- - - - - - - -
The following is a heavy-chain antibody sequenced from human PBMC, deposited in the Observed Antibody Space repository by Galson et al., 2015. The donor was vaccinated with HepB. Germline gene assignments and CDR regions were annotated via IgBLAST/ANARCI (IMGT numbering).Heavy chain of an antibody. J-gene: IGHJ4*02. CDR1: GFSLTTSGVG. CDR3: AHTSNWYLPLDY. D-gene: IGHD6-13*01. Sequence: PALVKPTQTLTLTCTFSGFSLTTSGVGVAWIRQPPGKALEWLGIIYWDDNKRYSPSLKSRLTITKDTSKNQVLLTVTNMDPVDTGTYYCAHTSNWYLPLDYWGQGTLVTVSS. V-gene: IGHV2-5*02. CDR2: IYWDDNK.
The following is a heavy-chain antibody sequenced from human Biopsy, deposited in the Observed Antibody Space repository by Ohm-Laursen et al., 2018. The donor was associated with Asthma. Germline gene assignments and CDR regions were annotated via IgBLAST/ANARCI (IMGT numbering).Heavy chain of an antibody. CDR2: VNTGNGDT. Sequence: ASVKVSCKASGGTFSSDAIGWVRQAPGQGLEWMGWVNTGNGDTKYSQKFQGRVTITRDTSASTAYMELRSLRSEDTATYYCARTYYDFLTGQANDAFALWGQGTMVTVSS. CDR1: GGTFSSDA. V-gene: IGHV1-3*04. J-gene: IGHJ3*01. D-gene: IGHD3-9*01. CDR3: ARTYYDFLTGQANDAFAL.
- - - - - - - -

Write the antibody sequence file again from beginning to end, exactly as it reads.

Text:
The following is a heavy-chain antibody sequenced from human PBMC, deposited in the Observed Antibody Space repository by Galson et al., 2015. The donor was vaccinated with HepB. Germline gene assignments and CDR regions were annotated via IgBLAST/ANARCI (IMGT numbering).Heavy chain of an antibody. J-gene: IGHJ4*02. CDR1: GFSLTTSGVG. CDR3: AHTSNWYLPLDY. D-gene: IGHD6-13*01. Sequence: PALVKPTQTLTLTCTFSGFSLTTSGVGVAWIRQPPGKALEWLGIIYWDDNKRYSPSLKSRLTITKDTSKNQVLLTVTNMDPVDTGTYYCAHTSNWYLPLDYWGQGTLVTVSS. V-gene: IGHV2-5*02. CDR2: IYWDDNK.
The following is a heavy-chain antibody sequenced from human Biopsy, deposited in the Observed Antibody Space repository by Ohm-Laursen et al., 2018. The donor was associated with Asthma. Germline gene assignments and CDR regions were annotated via IgBLAST/ANARCI (IMGT numbering).Heavy chain of an antibody. CDR2: VNTGNGDT. Sequence: ASVKVSCKASGGTFSSDAIGWVRQAPGQGLEWMGWVNTGNGDTKYSQKFQGRVTITRDTSASTAYMELRSLRSEDTATYYCARTYYDFLTGQANDAFALWGQGTMVTVSS. CDR1: GGTFSSDA. V-gene: IGHV1-3*04. J-gene: IGHJ3*01. D-gene: IGHD3-9*01. CDR3: ARTYYDFLTGQANDAFAL.